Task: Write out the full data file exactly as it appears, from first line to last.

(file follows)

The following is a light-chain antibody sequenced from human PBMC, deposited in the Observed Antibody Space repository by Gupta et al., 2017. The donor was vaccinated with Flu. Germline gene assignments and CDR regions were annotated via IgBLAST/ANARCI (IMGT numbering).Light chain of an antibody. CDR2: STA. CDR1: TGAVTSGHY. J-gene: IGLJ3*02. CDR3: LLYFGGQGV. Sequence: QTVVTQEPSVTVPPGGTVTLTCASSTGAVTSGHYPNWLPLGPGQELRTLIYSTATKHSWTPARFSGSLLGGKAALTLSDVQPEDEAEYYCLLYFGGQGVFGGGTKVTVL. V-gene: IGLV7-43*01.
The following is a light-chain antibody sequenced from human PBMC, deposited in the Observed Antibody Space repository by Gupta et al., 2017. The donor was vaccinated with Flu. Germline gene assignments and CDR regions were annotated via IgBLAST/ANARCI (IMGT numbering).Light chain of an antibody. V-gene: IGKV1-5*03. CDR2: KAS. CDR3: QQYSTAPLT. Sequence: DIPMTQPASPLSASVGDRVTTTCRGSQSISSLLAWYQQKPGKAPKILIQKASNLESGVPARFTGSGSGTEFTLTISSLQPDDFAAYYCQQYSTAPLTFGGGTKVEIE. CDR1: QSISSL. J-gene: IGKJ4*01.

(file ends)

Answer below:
The following is a light-chain antibody sequenced from human PBMC, deposited in the Observed Antibody Space repository by Gupta et al., 2017. The donor was vaccinated with Flu. Germline gene assignments and CDR regions were annotated via IgBLAST/ANARCI (IMGT numbering).Light chain of an antibody. CDR2: STA. CDR1: TGAVTSGHY. J-gene: IGLJ3*02. CDR3: LLYFGGQGV. Sequence: QTVVTQEPSVTVPPGGTVTLTCASSTGAVTSGHYPNWLPLGPGQELRTLIYSTATKHSWTPARFSGSLLGGKAALTLSDVQPEDEAEYYCLLYFGGQGVFGGGTKVTVL. V-gene: IGLV7-43*01.
The following is a light-chain antibody sequenced from human PBMC, deposited in the Observed Antibody Space repository by Gupta et al., 2017. The donor was vaccinated with Flu. Germline gene assignments and CDR regions were annotated via IgBLAST/ANARCI (IMGT numbering).Light chain of an antibody. V-gene: IGKV1-5*03. CDR2: KAS. CDR3: QQYSTAPLT. Sequence: DIPMTQPASPLSASVGDRVTTTCRGSQSISSLLAWYQQKPGKAPKILIQKASNLESGVPARFTGSGSGTEFTLTISSLQPDDFAAYYCQQYSTAPLTFGGGTKVEIE. CDR1: QSISSL. J-gene: IGKJ4*01.